EHRs usually provide the hospitals with blank data fields which the latter can fill in, if required, regarding making notes making it easier for colleagues. However, they do not know whether their colleagues have access to those specific fields, which can create many problems. For example, if a doctor had made a note within the EHR regarding the medical condition of a patient, say glucose level, the nurse who will administer the medication may not be able to view this note because her access is restricted, not taking into account the medical condition. Such problems lead to a lot of medical complications. Likewise, if required fields are not available to be viewed by everyone in the hospital, the staff may get confused between patients with common characteristics like name, address, etc., causing patient matching errors.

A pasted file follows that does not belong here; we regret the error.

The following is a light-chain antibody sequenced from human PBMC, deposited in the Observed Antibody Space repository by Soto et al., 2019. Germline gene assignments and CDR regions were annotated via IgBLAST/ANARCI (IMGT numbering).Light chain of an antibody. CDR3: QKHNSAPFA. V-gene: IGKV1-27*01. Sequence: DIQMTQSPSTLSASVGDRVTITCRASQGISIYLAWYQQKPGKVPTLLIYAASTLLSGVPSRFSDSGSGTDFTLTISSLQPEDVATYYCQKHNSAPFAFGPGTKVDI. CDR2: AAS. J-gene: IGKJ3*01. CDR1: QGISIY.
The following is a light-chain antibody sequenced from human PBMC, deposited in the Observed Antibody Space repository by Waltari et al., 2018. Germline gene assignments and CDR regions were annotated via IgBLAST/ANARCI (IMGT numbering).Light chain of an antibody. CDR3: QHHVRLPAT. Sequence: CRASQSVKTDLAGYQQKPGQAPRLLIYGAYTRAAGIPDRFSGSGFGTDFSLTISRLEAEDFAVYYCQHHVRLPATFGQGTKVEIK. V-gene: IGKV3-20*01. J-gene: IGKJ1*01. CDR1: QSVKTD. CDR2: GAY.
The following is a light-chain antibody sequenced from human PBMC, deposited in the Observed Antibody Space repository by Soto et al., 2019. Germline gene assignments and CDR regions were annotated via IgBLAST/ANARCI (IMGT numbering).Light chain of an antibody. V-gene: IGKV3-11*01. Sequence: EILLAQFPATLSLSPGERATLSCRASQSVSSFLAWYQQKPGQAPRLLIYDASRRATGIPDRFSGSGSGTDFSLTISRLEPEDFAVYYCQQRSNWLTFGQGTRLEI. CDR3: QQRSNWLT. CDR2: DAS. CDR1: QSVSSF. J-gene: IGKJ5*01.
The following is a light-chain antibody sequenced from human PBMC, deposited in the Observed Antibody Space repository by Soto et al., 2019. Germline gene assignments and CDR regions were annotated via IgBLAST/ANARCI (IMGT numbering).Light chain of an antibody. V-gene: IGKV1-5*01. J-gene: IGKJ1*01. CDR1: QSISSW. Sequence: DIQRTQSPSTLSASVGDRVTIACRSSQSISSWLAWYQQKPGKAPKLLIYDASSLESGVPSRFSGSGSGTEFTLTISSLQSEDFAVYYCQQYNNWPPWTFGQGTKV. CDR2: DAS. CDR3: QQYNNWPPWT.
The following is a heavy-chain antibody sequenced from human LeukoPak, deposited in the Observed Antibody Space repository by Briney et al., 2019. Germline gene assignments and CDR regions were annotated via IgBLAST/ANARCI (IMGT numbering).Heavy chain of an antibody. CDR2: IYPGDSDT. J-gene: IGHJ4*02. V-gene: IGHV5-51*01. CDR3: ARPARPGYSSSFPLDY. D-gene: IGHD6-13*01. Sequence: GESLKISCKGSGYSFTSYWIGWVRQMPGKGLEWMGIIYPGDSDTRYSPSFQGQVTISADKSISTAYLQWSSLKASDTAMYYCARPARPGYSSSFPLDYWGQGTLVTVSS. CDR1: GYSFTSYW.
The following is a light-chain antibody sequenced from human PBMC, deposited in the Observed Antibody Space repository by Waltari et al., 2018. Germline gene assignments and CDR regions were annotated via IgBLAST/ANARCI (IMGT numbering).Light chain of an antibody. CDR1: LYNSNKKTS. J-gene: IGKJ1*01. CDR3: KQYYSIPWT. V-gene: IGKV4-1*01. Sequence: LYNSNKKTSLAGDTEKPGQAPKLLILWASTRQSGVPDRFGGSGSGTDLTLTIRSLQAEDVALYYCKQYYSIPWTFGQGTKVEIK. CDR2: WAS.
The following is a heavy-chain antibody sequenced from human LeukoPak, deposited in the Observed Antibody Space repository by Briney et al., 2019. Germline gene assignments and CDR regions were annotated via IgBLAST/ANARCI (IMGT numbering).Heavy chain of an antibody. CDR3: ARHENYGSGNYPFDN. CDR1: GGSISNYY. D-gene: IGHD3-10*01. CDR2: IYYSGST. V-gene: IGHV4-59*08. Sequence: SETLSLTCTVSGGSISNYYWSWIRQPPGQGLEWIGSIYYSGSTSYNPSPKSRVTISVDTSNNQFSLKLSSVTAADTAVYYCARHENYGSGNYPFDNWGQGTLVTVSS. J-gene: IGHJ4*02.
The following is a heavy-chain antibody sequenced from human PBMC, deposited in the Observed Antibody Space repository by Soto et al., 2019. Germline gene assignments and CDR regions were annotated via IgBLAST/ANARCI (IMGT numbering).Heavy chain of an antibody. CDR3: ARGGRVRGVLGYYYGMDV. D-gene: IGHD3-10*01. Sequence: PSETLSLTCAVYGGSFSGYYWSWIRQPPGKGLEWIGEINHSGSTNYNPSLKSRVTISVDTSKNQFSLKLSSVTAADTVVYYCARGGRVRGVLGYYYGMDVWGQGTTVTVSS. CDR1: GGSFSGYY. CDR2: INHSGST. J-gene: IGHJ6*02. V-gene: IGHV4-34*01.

A patient is provided with excess or wrong medication due to an entry error
This is the primary cause of confusing units – between imperial units and metric units. Thus, as it is common in the US to use pounds, and if the weight is entered in pounds, but the EHR accepts only kilograms, this will hamper with the medication. Medications are sometimes dependant on the weight, especially in the cases of children, and they may, unfortunately, receive larger doses of medicine than required, which can be fatal. Other than that, if a patient is misidentified, then this will cause the patient to receive the wrong medication as well.
Missed doses of medications occur due to problematic information displays
EHRs can usually list all the medicines that have been scheduled for patients, along with the time and dosage required. However, sometimes due to patient matching errors, they may end up with the medicines planned for some other patient, and this can be fatal for both the patients involved if someone is not cautious enough while administering the medications.
Duplicate patient IDs are created